Is Upgrading Drupal Right For Me?
If your site is running Drupal 7 and working fine, there may be very little reason to upgrade. Drupal's major versions, because the platform keeps getting better and better, are each major upgrades. The core Drupal functionality does have an upgrade mechanism, but some important data and functionality of almost every site is contained within a contributed (non-core) module. As mentioned before, these may not have a Drupal 8 version, and if they do, they may not have a simple upgrade path. In fact, the architecture of Drupal 8 may benefit more from the site being rebuilt in Drupal 8 and then the content from your old site imported into the system.
While all the new features of Drupal 8 are an improvement, this doesn’t make Drupal 7 obsolete, or even impractical. In fact, if your Drupal 7 site is running smoothly and you have no plans for major changes to your website architecture in the next couple years, there may be little or no reason to upgrade. Also, a lot of what Drupal 8 will be able to do can be done in Drupal 7, but with more work and developer assistance required. And keep in mind, Drupal 7 will be supported for years after Drupal 8 lands.
What if I’m Still on Drupal 6?
If you are still on the Drupal 6 platform, official community support for Drupal 6 will end upon the release of Drupal 8. This means that bug fixes and the addressing of security vulnerabilities may be non-existent at that time. This alone will make it worth upgrading within the next 12 months.
How Can I Be Involved in Drupal 8?
Everything Drupal can be accessed at www.drupal.org. From there, you can see the latest progress of Drupal 8, and if you’re a developer you can download the Drupal code from Git, review issues, and test patches. If you don't know how to code in PHP but want to help nonetheless, you can learn a bit by testing patches or playing around with Drupal 8 to find bugs and post issues on Drupal.org to notify others who are involved.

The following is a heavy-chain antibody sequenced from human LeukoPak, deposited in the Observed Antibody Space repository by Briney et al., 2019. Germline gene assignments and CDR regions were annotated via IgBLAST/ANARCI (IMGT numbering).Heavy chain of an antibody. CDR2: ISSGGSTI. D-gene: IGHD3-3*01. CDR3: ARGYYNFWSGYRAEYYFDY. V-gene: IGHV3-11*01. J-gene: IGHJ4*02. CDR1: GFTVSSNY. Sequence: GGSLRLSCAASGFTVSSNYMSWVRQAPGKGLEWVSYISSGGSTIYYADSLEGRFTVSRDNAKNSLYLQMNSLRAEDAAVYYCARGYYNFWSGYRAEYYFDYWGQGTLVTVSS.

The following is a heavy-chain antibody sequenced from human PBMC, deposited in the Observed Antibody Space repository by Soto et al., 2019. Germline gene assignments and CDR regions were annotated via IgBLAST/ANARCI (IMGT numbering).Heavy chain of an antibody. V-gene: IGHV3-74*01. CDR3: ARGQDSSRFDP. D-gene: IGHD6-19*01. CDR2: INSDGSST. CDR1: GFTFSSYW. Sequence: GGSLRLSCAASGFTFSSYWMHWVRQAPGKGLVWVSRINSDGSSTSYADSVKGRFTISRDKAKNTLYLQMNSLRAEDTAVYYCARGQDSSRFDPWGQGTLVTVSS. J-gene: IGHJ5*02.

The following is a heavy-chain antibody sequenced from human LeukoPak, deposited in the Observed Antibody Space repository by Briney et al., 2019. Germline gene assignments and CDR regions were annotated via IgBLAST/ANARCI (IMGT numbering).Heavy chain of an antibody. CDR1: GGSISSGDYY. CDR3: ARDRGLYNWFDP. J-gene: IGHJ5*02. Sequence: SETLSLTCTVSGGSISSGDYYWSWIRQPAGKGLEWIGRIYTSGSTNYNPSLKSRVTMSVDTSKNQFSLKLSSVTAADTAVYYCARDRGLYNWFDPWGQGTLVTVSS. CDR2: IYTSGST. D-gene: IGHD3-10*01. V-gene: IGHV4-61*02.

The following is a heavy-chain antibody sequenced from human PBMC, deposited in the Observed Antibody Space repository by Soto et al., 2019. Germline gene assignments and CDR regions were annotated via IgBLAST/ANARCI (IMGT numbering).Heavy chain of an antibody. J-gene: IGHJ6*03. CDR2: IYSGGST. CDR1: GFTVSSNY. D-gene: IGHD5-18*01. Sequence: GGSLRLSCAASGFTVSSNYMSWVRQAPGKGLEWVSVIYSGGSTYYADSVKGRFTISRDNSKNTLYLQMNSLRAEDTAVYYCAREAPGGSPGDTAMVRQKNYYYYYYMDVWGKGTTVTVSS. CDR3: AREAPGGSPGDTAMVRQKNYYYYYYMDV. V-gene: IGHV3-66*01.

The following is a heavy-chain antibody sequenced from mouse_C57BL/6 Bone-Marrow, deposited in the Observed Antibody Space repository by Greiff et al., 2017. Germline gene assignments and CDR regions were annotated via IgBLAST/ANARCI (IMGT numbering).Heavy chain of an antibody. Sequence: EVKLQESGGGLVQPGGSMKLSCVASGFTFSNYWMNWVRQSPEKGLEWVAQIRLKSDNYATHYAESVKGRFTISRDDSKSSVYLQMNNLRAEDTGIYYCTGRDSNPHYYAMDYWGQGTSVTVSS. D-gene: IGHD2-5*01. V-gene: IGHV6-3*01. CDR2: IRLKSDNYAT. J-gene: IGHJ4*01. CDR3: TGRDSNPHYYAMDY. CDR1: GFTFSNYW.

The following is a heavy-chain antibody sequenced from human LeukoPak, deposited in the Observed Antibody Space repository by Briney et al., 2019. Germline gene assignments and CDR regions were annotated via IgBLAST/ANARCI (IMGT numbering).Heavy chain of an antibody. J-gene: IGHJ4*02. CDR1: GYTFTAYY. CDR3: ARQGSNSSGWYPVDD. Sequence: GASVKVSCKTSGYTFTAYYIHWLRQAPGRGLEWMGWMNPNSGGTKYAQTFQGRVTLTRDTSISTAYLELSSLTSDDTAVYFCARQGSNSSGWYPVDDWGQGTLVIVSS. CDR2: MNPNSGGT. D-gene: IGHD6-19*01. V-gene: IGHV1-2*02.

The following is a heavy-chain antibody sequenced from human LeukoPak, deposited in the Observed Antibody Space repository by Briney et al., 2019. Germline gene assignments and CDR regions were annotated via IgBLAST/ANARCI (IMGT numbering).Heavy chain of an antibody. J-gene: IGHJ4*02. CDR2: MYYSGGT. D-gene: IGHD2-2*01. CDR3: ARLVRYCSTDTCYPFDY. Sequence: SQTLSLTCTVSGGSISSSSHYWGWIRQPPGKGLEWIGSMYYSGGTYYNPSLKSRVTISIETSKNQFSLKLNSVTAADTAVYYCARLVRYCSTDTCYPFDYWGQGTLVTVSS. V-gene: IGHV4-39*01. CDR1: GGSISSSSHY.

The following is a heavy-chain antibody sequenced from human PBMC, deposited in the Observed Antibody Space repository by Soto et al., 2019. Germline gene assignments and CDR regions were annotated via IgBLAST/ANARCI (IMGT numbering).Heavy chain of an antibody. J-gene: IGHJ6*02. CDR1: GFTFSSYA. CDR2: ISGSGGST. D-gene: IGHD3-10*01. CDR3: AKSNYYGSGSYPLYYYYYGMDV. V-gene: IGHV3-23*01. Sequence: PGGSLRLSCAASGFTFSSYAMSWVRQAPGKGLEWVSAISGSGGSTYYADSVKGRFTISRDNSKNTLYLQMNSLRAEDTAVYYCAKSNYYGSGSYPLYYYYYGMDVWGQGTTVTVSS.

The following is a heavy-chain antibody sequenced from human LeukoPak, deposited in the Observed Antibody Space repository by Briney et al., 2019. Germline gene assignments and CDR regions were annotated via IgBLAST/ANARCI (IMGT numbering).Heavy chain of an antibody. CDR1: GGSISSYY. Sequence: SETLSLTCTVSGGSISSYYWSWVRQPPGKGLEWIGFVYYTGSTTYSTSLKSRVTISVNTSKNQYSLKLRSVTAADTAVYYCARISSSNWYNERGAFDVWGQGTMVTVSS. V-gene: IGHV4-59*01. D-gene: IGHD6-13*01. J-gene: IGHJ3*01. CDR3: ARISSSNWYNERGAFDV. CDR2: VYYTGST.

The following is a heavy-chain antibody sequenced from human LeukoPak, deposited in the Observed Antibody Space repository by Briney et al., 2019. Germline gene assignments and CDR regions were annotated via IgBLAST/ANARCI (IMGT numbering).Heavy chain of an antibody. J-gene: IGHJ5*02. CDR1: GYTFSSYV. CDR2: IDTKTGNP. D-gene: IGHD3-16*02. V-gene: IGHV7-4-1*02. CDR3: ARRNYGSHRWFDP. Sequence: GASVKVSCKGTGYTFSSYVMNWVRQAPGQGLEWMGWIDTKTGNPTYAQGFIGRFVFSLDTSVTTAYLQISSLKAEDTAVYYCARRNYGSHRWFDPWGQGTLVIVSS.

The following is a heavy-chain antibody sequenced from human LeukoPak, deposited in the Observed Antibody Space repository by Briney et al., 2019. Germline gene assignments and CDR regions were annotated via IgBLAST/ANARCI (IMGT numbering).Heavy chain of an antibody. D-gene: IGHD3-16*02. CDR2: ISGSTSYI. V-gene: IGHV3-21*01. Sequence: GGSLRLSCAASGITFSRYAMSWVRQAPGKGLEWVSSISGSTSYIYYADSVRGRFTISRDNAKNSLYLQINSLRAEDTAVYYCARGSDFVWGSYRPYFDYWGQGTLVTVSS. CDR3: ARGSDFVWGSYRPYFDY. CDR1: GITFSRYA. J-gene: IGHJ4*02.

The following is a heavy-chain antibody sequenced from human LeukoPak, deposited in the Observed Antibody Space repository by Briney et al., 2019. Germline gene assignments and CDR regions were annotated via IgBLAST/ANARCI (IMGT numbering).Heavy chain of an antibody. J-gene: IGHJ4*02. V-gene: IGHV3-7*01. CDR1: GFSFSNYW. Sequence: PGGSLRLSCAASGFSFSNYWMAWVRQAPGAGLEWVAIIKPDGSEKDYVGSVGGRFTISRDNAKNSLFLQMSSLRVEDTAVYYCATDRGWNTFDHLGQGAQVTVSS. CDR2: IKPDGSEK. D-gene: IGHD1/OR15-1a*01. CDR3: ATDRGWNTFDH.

What's Happening In My Town?
Many local Drupal groups feature an annual DrupalCamp, a locally-organized conference to learn more and help code. Also, a couple of times per year there are bigger DrupalCon conferences, where thousands from the Drupal community all over the world get together. While these events are somewhat code-oriented, a web administrator or designer who is willing to learn can pick up a lot regarding how to make the most of their Drupal site.
Have questions about your present Drupal website? Ready to learn why Drupal might (or might not) be the right platform for your next update? Let us know. We're here to make sure our customers's websites meet business goals, regardless of what platform they're built on.